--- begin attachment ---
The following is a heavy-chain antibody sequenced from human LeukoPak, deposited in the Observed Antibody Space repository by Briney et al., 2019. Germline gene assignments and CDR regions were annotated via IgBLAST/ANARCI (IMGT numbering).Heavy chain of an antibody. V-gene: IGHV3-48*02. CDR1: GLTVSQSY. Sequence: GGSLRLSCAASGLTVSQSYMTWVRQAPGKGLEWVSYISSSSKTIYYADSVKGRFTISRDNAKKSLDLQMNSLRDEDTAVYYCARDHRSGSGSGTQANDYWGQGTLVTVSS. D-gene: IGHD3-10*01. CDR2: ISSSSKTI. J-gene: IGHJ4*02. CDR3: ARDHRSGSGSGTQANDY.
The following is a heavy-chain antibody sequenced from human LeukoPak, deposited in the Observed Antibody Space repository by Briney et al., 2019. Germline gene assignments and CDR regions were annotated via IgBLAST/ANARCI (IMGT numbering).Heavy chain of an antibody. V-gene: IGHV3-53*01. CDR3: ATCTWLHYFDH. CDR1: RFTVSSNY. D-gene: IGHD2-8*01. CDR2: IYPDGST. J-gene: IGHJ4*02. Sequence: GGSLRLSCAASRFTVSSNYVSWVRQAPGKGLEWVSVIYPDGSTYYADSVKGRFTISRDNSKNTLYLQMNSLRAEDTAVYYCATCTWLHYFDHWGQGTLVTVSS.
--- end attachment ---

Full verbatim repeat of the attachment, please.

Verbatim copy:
The following is a heavy-chain antibody sequenced from human LeukoPak, deposited in the Observed Antibody Space repository by Briney et al., 2019. Germline gene assignments and CDR regions were annotated via IgBLAST/ANARCI (IMGT numbering).Heavy chain of an antibody. V-gene: IGHV3-48*02. CDR1: GLTVSQSY. Sequence: GGSLRLSCAASGLTVSQSYMTWVRQAPGKGLEWVSYISSSSKTIYYADSVKGRFTISRDNAKKSLDLQMNSLRDEDTAVYYCARDHRSGSGSGTQANDYWGQGTLVTVSS. D-gene: IGHD3-10*01. CDR2: ISSSSKTI. J-gene: IGHJ4*02. CDR3: ARDHRSGSGSGTQANDY.
The following is a heavy-chain antibody sequenced from human LeukoPak, deposited in the Observed Antibody Space repository by Briney et al., 2019. Germline gene assignments and CDR regions were annotated via IgBLAST/ANARCI (IMGT numbering).Heavy chain of an antibody. V-gene: IGHV3-53*01. CDR3: ATCTWLHYFDH. CDR1: RFTVSSNY. D-gene: IGHD2-8*01. CDR2: IYPDGST. J-gene: IGHJ4*02. Sequence: GGSLRLSCAASRFTVSSNYVSWVRQAPGKGLEWVSVIYPDGSTYYADSVKGRFTISRDNSKNTLYLQMNSLRAEDTAVYYCATCTWLHYFDHWGQGTLVTVSS.